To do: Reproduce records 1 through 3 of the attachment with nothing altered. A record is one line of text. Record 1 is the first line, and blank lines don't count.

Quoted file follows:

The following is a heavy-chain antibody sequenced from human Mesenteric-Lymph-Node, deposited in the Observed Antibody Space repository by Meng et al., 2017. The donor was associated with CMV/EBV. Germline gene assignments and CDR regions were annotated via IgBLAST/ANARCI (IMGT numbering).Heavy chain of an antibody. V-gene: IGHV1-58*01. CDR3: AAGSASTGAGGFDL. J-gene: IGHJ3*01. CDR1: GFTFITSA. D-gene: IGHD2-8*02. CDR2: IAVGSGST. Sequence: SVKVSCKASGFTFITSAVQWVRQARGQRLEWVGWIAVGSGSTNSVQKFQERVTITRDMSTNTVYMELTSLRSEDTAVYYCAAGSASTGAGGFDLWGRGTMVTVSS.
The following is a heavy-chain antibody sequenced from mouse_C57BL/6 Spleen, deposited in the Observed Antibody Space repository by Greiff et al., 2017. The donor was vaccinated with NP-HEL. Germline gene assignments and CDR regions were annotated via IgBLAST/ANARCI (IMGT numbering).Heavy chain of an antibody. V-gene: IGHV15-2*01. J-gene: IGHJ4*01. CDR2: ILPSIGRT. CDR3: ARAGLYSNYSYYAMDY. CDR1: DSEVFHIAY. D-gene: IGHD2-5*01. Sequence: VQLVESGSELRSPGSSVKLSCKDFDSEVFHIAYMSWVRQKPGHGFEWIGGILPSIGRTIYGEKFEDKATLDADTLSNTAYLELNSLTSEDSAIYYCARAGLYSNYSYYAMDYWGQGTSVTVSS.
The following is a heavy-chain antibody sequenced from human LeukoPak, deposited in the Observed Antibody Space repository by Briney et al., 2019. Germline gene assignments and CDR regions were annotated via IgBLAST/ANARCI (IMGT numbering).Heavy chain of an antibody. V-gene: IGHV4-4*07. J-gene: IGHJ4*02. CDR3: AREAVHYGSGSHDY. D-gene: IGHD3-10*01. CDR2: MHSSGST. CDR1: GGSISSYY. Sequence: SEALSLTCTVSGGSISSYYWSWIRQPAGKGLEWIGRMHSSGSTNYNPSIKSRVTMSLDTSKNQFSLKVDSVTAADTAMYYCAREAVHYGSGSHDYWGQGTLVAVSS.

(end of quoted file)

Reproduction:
The following is a heavy-chain antibody sequenced from human Mesenteric-Lymph-Node, deposited in the Observed Antibody Space repository by Meng et al., 2017. The donor was associated with CMV/EBV. Germline gene assignments and CDR regions were annotated via IgBLAST/ANARCI (IMGT numbering).Heavy chain of an antibody. V-gene: IGHV1-58*01. CDR3: AAGSASTGAGGFDL. J-gene: IGHJ3*01. CDR1: GFTFITSA. D-gene: IGHD2-8*02. CDR2: IAVGSGST. Sequence: SVKVSCKASGFTFITSAVQWVRQARGQRLEWVGWIAVGSGSTNSVQKFQERVTITRDMSTNTVYMELTSLRSEDTAVYYCAAGSASTGAGGFDLWGRGTMVTVSS.
The following is a heavy-chain antibody sequenced from mouse_C57BL/6 Spleen, deposited in the Observed Antibody Space repository by Greiff et al., 2017. The donor was vaccinated with NP-HEL. Germline gene assignments and CDR regions were annotated via IgBLAST/ANARCI (IMGT numbering).Heavy chain of an antibody. V-gene: IGHV15-2*01. J-gene: IGHJ4*01. CDR2: ILPSIGRT. CDR3: ARAGLYSNYSYYAMDY. CDR1: DSEVFHIAY. D-gene: IGHD2-5*01. Sequence: VQLVESGSELRSPGSSVKLSCKDFDSEVFHIAYMSWVRQKPGHGFEWIGGILPSIGRTIYGEKFEDKATLDADTLSNTAYLELNSLTSEDSAIYYCARAGLYSNYSYYAMDYWGQGTSVTVSS.
The following is a heavy-chain antibody sequenced from human LeukoPak, deposited in the Observed Antibody Space repository by Briney et al., 2019. Germline gene assignments and CDR regions were annotated via IgBLAST/ANARCI (IMGT numbering).Heavy chain of an antibody. V-gene: IGHV4-4*07. J-gene: IGHJ4*02. CDR3: AREAVHYGSGSHDY. D-gene: IGHD3-10*01. CDR2: MHSSGST. CDR1: GGSISSYY. Sequence: SEALSLTCTVSGGSISSYYWSWIRQPAGKGLEWIGRMHSSGSTNYNPSIKSRVTMSLDTSKNQFSLKVDSVTAADTAMYYCAREAVHYGSGSHDYWGQGTLVAVSS.